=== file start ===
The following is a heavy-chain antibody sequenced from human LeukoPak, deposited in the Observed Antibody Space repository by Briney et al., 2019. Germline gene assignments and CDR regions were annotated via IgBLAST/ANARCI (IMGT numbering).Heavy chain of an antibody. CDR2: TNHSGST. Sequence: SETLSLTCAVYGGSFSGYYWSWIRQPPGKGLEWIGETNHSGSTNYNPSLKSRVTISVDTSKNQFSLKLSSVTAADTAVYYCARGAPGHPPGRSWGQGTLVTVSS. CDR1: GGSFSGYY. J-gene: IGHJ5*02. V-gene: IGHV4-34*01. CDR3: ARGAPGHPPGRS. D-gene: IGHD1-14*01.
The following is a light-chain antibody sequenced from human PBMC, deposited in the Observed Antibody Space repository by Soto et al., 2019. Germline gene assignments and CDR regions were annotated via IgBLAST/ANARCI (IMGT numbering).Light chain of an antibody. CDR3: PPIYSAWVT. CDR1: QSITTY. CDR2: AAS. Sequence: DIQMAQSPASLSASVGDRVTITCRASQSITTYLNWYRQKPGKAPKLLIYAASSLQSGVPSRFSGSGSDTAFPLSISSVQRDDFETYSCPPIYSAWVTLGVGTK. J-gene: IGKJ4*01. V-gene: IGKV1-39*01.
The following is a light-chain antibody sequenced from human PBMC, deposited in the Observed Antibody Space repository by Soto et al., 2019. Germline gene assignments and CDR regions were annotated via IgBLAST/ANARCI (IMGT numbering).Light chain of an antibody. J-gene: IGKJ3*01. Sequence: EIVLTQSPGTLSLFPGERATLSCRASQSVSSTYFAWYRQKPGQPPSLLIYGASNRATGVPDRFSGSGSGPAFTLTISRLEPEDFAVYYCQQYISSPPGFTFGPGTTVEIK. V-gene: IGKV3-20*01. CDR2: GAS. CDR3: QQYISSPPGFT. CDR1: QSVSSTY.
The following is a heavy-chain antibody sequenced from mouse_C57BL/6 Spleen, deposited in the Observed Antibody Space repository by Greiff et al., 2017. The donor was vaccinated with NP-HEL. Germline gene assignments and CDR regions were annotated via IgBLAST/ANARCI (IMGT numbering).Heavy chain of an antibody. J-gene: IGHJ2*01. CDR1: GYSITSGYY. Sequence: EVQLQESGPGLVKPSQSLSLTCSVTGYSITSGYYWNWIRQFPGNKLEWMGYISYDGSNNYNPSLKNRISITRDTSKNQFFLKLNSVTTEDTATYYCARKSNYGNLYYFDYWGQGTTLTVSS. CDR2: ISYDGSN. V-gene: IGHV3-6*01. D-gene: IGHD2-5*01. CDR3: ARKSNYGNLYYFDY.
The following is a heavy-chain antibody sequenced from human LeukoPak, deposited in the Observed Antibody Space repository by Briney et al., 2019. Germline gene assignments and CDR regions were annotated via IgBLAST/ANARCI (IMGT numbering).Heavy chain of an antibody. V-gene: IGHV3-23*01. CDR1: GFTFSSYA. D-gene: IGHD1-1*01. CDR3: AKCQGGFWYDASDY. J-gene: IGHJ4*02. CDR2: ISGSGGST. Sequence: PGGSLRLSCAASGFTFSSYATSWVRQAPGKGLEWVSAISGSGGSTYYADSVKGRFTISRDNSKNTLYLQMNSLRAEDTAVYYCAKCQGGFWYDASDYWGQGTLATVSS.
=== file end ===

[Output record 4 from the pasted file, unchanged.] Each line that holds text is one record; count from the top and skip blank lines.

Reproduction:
The following is a heavy-chain antibody sequenced from mouse_C57BL/6 Spleen, deposited in the Observed Antibody Space repository by Greiff et al., 2017. The donor was vaccinated with NP-HEL. Germline gene assignments and CDR regions were annotated via IgBLAST/ANARCI (IMGT numbering).Heavy chain of an antibody. J-gene: IGHJ2*01. CDR1: GYSITSGYY. Sequence: EVQLQESGPGLVKPSQSLSLTCSVTGYSITSGYYWNWIRQFPGNKLEWMGYISYDGSNNYNPSLKNRISITRDTSKNQFFLKLNSVTTEDTATYYCARKSNYGNLYYFDYWGQGTTLTVSS. CDR2: ISYDGSN. V-gene: IGHV3-6*01. D-gene: IGHD2-5*01. CDR3: ARKSNYGNLYYFDY.